2.) In a higher sense, therefore, are those infants separated to holiness who, by the sacrament of circumcision in the old, and by that of baptism in the New Testament, have been positively in. troduced into the gracious kingdom of Christ. Nearer, and more promising of the final fruits of salvation, is their union and com. munion with Christ. They have “put on Christ;" they are not merely united with Him subjectively or germinally through and in the new humanity, but also objectively through and in the Church. Their dark, unconscious hope bas taken form and body; they have not only something in them driving them, but also something outward bearing them. Their birth-right has become a church-right. They have membership in the body of Christ. They are apprebended by His saving power. They bave the Holy Ghost, who dwells now in them as in Christ, as the communion between them. They have now the divine warrant for laying hold of all the means of grace, which open up their fountains of life around them! They have “put on Christ,” are planted in Him,” are in the “ark.” They are now in a position where God says: "You are mine."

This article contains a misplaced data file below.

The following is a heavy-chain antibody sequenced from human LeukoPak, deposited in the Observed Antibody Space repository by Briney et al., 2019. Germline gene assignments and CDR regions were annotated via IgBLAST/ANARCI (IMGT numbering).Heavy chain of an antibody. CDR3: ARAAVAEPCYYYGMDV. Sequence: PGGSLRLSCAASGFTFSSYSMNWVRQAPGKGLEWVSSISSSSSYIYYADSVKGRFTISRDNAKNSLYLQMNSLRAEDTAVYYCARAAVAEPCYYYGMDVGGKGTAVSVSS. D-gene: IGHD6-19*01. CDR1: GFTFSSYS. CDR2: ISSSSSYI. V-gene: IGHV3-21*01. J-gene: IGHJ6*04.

2. Those aro regarded as holy, or as saints, in whom grace has commenced as a positive life, and who are in the process and conflict between sin and holiness.